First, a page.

Creating a Positive Workplace

Skilled Nursing Facilities (SNFs) in California have a unique set of rules and regulations to comply with.  The heavy oversight of SNFs can produce a very stressful workplace for employees.  SNFs consequently experience very high turnover rates relative to other industries.  For example, in 2012, despite pay increases across the industry, the turnover rate for nursing facilities in California was as high as 57.6% for some regions.  That is almost 20% above the national average of 38.3%. [1]  High turnover rates can result in a decline in quality of resident care.  In order to combat staff turnover, it is important for facilities to promote a positive and supportive work environment for its employees. 

Staff Attitudes Reflect Leadership

Often times, employees learn what is important in a work environment from their supervisors.  Employees look to their department heads for cues on how to behave in the workplace.

Leadership should always:

  1. Be respectful and honest – Showing staff that you respect them can make them much more receptive to criticism or corrections.

  2. Use mistakes to coach and develop – While some mistakes may result in disciplinary action, all mistakes can be used as learning experiences, not only for a single employee, but for the facility generally.  Make sure that when correcting a mistake, always give constructive criticism and try to end all conversations on a positive note.

  3. Be open and available – Facility staff should always feel that they can come to you with issues.  Having a true open door policy (not just leaving your office door physically open) can make facility operations transparent, thus leading to earlier identification of issues.

  4. Be trustworthy – Facility staff should feel that they can trust you with any information that they disclose.  Making staff feel comfortable is a very critical role in management.

Encourage Staff to Provide Resident-Centered Care

The goal of every facility should be to provide the best care to its residents. When employees feel that their work is appreciated, they are more likely to take greater pride in what they do. Increased pride in performance may lead to a decrease in resident falls, medication errors, and complaints, among other things that take away from quality health care delivery. It is leadership’s job to ensure that employees know that their work matters.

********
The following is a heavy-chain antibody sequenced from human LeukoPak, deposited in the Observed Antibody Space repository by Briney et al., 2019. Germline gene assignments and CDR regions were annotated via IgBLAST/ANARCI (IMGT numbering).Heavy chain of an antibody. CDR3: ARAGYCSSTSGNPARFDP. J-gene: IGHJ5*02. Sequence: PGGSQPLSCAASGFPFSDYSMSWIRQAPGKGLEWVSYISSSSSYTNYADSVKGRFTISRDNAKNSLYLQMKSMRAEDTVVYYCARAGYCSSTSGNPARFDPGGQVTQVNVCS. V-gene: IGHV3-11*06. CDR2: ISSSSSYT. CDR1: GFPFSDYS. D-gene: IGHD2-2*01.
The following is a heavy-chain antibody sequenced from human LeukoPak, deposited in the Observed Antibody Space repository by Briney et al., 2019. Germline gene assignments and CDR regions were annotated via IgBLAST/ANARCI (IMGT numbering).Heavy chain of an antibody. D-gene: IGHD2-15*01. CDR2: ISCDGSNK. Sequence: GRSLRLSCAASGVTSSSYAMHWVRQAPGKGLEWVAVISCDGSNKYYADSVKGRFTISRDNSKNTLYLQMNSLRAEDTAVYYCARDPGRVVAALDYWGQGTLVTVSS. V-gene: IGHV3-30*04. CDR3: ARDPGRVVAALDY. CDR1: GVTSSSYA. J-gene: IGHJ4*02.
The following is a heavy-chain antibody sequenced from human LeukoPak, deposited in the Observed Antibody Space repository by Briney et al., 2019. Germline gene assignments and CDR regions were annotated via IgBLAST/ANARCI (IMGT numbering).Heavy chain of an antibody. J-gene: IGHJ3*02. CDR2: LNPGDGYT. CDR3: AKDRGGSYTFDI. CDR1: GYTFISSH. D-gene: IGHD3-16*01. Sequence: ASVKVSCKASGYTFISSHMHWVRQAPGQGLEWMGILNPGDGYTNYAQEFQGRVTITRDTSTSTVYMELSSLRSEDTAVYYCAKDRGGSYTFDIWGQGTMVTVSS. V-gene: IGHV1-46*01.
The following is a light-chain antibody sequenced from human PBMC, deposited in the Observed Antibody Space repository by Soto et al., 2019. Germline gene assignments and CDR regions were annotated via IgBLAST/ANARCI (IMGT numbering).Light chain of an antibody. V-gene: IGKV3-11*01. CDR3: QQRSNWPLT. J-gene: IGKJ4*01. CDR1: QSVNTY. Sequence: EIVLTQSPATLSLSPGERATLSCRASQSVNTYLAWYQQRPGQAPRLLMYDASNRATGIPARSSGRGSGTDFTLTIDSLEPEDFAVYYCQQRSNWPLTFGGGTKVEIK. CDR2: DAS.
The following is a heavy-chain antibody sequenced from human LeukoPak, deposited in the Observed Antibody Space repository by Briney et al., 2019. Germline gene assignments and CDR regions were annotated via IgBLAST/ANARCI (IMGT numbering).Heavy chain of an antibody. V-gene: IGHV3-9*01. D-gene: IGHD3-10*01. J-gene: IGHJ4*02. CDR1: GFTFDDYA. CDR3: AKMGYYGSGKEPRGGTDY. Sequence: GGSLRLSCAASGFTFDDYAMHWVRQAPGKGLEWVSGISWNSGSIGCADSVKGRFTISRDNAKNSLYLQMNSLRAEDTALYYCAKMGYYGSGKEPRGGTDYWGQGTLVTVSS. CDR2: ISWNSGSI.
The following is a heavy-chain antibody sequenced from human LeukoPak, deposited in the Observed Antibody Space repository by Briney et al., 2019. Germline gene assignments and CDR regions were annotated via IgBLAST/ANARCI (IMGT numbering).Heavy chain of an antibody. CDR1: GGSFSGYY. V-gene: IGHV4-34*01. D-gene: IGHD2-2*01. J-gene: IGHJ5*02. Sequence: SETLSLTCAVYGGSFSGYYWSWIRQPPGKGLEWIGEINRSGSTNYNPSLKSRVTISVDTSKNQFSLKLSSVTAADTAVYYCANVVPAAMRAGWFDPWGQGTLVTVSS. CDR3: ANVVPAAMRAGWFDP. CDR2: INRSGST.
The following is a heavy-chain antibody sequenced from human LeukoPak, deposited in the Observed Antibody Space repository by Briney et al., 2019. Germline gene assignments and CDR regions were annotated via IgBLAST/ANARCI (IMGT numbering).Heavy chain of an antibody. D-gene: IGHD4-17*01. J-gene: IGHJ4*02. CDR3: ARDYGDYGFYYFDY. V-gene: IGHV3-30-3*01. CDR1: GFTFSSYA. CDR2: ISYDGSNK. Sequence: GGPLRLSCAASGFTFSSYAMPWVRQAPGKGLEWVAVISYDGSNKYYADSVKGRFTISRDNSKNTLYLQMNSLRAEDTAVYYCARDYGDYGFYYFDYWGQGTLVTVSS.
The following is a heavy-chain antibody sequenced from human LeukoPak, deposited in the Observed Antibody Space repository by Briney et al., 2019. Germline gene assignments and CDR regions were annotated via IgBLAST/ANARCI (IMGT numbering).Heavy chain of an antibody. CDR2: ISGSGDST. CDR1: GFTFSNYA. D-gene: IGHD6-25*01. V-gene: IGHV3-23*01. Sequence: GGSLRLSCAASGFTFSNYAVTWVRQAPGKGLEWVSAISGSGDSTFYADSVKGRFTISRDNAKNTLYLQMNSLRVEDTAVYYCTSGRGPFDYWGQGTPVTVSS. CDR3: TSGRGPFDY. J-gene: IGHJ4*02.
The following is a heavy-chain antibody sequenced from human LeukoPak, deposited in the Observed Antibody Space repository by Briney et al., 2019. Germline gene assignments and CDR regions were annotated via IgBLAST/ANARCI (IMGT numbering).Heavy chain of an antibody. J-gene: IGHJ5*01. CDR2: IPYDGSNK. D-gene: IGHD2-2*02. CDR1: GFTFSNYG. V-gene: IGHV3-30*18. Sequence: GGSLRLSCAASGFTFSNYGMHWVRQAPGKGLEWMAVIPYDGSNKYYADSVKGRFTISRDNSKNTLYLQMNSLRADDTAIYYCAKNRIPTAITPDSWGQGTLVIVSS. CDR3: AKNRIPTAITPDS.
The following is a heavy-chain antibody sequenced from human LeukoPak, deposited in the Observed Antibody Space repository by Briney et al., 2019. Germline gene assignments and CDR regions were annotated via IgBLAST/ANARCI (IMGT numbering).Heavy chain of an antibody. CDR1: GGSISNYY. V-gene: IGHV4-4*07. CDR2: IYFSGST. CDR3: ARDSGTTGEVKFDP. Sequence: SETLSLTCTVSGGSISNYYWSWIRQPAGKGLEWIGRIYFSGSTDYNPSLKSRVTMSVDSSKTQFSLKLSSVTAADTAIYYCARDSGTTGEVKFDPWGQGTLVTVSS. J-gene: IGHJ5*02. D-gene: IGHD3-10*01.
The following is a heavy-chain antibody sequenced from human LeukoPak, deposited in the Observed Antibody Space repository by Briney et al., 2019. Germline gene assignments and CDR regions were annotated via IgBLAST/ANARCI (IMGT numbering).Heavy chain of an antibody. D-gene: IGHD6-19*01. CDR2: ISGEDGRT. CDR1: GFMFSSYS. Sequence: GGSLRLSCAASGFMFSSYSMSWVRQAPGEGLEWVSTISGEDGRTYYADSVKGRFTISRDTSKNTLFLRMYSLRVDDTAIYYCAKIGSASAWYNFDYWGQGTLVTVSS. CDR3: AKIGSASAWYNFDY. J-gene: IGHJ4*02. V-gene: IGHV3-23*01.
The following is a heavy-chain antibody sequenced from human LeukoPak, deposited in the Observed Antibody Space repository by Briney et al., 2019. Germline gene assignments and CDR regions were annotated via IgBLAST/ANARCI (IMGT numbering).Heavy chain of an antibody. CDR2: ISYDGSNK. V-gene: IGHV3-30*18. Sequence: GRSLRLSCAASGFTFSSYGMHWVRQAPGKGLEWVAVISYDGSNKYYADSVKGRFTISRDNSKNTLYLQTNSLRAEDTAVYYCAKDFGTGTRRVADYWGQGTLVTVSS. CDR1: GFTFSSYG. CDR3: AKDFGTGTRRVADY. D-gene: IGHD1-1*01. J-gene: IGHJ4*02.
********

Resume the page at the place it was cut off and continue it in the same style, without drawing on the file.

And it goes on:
Reducing Turnover

Consistency is crucial to providing the best care for residents.  High turnover rates in skilled nursing settings can be detrimental to providing that consistency.  There are many factors that lead to high turnover rates, some controllable and others uncontrollable.  Among controllable factors is staff satisfaction.  Creating an enjoyable employee experience can vastly improve staff retention rates. 

Some ways to measure staff satisfaction are:

  1. Employee satisfaction surveys – Ask staff to fill out periodic satisfaction surveys to ensure job satisfaction and provide an outlet for concerns.

  2. Praise boxes – Leave boxes around the Facility as a way for staff to leave anonymous praise for their peers and share those letters of praise with the staff.

  3. 360° reviews – Allow staff to review their managers as well as the staff members that they manage on a regular basis.

  4. Resident staff evaluations – Allow residents to give feedback about staff performance.

Prevent Whistleblowers

Disgruntled employees can become liabilities for the facility if they do not communicate issues they have identified to the facility for correction prior to ending employment.  Qui tam lawsuits allow a private person to sue a person or organization that knowingly submits false claims to the federal government. The law protects qui tam plaintiffs who are "demoted, suspended, threatened, harassed or in any other manner discriminated against in the terms and conditions of employment” for acts done in furtherance of filing a claim under that act.  If the qui tam lawsuit is successful, the whistleblower (known as a "relator") will also be entitled to a percentage of the government's total recovery. For example, in the case of Momence Meadows Nursing Center in Illinois, two former employees were granted $7 million after the Facility was found guilty of mistreating elderly and disabled residents, Medicare/Medicaid fraud and billing government sponsored programs for medically unnecessary, nonexistent or substandard services.  In order to help prevent these types of scenarios it is important for the facility to develop a culture where open communication is encouraged and perform exit interviews that solicit candid feedback.




Posted on April 21, 2015 .